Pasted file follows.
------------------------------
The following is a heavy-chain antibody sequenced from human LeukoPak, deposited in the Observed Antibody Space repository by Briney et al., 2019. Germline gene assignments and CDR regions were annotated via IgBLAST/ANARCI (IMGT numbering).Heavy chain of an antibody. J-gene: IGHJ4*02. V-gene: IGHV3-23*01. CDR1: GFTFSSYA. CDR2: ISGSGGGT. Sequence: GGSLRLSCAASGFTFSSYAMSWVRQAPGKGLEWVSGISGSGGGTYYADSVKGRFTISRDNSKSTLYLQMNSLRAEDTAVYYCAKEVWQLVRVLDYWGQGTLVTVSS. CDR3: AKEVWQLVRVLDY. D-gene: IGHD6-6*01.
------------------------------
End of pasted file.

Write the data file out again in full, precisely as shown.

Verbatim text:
The following is a heavy-chain antibody sequenced from human LeukoPak, deposited in the Observed Antibody Space repository by Briney et al., 2019. Germline gene assignments and CDR regions were annotated via IgBLAST/ANARCI (IMGT numbering).Heavy chain of an antibody. J-gene: IGHJ4*02. V-gene: IGHV3-23*01. CDR1: GFTFSSYA. CDR2: ISGSGGGT. Sequence: GGSLRLSCAASGFTFSSYAMSWVRQAPGKGLEWVSGISGSGGGTYYADSVKGRFTISRDNSKSTLYLQMNSLRAEDTAVYYCAKEVWQLVRVLDYWGQGTLVTVSS. CDR3: AKEVWQLVRVLDY. D-gene: IGHD6-6*01.